About the Plan Sponsor Council of America

The Plan Sponsor Council of America (PSCA), part of the American Retirement Association (ARA), is a diverse, collaborative community of employee benefit plan sponsors, working together on behalf of millions of employees to solve real problems, create positive change and expand on the success of America’s voluntary, employer-sponsored retirement system. With members representing employers of all sizes, PSCA offers a forum for comprehensive dialogue. By sharing our collective knowledge and experience as plan sponsors, PSCA also serves as a resource to policymakers, the media and other stakeholders as part of its commitment to improving retirement security for millions of Americans. For more information, visit psca.org.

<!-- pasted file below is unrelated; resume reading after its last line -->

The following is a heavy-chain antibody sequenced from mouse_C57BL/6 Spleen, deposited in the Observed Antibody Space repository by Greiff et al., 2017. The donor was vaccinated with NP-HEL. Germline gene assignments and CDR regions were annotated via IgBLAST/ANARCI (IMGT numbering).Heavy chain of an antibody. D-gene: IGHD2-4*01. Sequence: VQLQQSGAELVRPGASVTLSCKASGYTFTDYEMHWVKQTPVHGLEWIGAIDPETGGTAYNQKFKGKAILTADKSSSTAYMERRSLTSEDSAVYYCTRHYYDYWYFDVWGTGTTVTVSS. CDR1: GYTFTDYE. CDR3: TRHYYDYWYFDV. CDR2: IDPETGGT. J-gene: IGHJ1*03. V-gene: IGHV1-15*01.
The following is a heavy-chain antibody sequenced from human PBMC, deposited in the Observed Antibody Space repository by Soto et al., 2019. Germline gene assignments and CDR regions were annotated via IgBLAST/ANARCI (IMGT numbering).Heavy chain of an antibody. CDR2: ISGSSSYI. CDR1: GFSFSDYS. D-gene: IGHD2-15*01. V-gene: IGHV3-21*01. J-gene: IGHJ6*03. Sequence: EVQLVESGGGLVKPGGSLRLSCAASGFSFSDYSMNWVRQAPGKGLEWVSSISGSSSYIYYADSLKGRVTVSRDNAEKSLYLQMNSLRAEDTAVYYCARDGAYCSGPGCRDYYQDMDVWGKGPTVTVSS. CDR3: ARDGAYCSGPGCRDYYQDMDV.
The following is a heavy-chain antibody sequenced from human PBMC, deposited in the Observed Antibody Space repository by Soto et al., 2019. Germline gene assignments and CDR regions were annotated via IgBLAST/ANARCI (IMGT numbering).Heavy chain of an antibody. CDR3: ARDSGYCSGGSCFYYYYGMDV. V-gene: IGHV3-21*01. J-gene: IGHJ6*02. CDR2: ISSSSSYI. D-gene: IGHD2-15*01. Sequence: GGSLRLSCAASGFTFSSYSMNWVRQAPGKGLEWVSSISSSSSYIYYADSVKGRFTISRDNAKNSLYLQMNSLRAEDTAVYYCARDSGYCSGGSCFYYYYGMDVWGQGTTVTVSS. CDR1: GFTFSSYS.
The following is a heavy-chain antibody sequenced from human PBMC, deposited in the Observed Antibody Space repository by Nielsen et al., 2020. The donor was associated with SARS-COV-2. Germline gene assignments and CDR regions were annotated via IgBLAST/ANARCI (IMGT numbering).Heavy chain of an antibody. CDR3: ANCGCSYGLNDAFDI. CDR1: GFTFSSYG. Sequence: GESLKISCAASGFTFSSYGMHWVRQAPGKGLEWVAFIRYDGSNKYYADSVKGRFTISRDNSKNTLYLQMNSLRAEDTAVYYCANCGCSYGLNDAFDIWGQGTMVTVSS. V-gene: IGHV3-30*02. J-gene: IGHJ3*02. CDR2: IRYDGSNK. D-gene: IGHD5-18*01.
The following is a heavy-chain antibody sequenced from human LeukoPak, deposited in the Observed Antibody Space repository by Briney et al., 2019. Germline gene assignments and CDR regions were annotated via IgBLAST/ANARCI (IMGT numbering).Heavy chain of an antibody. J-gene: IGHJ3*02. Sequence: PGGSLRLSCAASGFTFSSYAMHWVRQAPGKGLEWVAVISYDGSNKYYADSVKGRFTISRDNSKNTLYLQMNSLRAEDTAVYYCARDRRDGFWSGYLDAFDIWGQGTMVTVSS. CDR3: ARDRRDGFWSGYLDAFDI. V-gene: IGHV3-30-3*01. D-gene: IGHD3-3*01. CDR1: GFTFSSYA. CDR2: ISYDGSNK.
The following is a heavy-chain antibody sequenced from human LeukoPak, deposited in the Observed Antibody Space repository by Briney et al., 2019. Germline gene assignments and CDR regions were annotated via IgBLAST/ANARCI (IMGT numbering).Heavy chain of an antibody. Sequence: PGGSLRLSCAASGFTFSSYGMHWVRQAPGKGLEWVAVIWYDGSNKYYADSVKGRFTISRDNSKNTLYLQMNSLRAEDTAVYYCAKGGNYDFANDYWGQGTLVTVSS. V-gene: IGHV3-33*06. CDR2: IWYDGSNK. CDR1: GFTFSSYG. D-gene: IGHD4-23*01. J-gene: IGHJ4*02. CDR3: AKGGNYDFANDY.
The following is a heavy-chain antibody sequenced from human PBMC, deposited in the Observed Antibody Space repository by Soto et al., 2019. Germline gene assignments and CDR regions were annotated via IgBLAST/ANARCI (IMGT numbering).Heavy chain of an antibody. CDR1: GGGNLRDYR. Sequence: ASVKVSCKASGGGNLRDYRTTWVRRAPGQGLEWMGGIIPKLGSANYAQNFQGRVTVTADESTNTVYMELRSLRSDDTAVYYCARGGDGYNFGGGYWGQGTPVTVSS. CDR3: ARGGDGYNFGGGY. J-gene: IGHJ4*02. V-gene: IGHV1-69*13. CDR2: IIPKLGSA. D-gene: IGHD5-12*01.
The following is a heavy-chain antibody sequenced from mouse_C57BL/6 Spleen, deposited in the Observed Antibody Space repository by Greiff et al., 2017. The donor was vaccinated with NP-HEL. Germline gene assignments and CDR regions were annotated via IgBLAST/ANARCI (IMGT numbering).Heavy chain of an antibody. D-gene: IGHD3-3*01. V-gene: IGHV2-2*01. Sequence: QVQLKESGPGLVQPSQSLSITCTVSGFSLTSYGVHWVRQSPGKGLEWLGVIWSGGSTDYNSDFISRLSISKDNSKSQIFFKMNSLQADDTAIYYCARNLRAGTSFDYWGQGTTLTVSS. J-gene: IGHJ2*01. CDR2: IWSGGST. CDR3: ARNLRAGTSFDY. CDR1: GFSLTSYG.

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Jacob Wolinsky is the founder of ValueWalk.com, a popular value investing and hedge fund focused investment website. Jacob worked as an equity analyst first at a micro-cap focused private equity firm, followed by a stint at a smid cap focused research shop. Jacob lives with his wife and four kids in Passaic NJ. - Email: jacob(at)valuewalk.com - Twitter username: JacobWolinsky - Full Disclosure: I do not purchase any equities anymore to avoid even the appearance of a conflict of interest and because at times I may receive grey areas of insider information. I have a few existing holdings from years ago, but I have sold off most of the equities and now only purchase mutual funds and some ETFs. I also own a few grams of Gold and Silver